For that reason, women tend to move around quite a bit because it is the only way to get salary jump. “But when you move around a lot then the opportunity to grow within an agency becomes difficult as it takes time to get going, to familiarise yourself with clients and build relationships with people internally."

    The 'I do not see myself' barrier

    Another barrier she talks about is that of not seeing yourself, your ideas, and point of view in any of her leaders. “It’s difficult when you have nothing to look up to and hopefully fulfil one day.”

    While she expresses real admiration for her mentors and bosses and the people she gets to work with, she says it would be really nice bounce ideas off someone who has a similar experience and similar point of view.

    “That’s one of the biggest barriers. Little kids see astronauts on TV, and they see that it is always a man. If you cannot see yourself doing it; it’s difficult to chase it.”

    The small things that count

    The barriers also exist in a myriad of small everyday things. “I have walked into meetings with clients where I am leading the meeting and they will greet everyone but greet me a bit differently. And then when I start presenting then they change their tune.”

    She says it can just be what she is wearing which means she gets treated differently. “It is not necessarily a barrier internally it’s just little things that you notice on the way that led you to realise that you must fight that little bit harder to be recognised or talk louder or really pick your moment.”

    She adds: "And while all of learnings have been very helpful, I wish I just had someone to tell me those things.”

    This is something she has experienced her entire career. “So, the opportunity to attend ‘See It, Be It’ will give me the opportunity to understand what it takes to get to the level of the people who will be leading the programme.”

    Mitchell also wants to bring her ‘See It Be It’ experience back with her to help other up-and-coming women who are making a name for themselves. “And hopefully leave the industry better than the way that I found it.”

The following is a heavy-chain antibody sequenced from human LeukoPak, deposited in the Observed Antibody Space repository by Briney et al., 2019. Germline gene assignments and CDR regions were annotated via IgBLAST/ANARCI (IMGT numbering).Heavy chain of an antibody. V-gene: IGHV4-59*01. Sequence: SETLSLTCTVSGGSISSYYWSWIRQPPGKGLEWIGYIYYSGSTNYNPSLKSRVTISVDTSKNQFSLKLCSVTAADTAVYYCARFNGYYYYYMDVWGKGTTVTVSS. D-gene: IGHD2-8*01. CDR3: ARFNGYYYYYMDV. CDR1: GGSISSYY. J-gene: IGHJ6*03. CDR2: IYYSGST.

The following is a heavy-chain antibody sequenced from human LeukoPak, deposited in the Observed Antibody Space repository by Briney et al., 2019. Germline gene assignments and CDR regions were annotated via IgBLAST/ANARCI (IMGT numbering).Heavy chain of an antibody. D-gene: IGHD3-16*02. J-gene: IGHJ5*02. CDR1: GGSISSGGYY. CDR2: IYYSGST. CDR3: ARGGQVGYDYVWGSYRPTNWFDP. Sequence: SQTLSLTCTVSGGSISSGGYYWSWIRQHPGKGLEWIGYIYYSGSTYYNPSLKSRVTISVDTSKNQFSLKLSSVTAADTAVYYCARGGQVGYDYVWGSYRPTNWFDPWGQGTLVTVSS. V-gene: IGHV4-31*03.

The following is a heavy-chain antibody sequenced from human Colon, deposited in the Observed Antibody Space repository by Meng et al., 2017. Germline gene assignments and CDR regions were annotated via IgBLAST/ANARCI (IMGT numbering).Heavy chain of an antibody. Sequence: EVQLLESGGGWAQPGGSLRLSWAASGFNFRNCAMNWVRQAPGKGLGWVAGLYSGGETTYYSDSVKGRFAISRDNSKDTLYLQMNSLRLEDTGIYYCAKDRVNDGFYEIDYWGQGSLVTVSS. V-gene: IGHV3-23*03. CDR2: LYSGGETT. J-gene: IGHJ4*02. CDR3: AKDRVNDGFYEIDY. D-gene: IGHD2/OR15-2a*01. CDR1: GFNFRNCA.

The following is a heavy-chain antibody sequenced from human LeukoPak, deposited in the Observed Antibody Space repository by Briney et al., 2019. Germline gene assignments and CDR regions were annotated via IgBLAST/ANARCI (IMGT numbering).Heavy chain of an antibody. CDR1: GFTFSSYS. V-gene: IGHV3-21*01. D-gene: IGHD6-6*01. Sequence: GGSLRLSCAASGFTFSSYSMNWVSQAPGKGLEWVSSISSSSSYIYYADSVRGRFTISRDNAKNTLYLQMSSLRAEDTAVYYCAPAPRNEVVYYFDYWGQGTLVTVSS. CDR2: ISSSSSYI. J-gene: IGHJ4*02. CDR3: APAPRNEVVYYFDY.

About 'See It Be It'

    The ‘See It Be It’ talent programme was founded in 2014 by Cannes Lions with the mission to achieve equal gender representation of creative directors and leaders across the global industry. Over the past nine years, it has elevated a worldwide community of 100+ creatives - positively impacting the gender representation we set out to equalise.

    The programme aims to support creative female talent from across the global industry to accelerate them into senior creative roles. Over 100 women have taken part so far and many of their dreams have materialised – from moving into leadership positions, to winning Lions, and becoming Cannes Lions jurors.

    For more:

    As media partner to the Creative Circle SA, we’re proud to publish exclusive daily snapshot updates from Cannes. Don’t miss the first Diary of Creative Circle at Cannes from the SA cohort on the ground in Cannes, every day from 19-24 June! Also Book Now for The Full Circle event, brought to you by the Creative Circle - an inspiring showcase of the top trends, insights and award winning work from the Cannes Lions International Festival of Creativity.

    About Danette Breitenbach

    Danette Breitenbach is a marketing & media editor at Bizcommunity.com. Previously she freelanced in the marketing and media sector, including for Bizcommunity. She was editor and publisher of AdVantage, the publication that served the marketing, media and advertising industry in southern Africa. She has worked extensively in print media, mainly B2B. She has a Masters in Financial Journalism from Wits.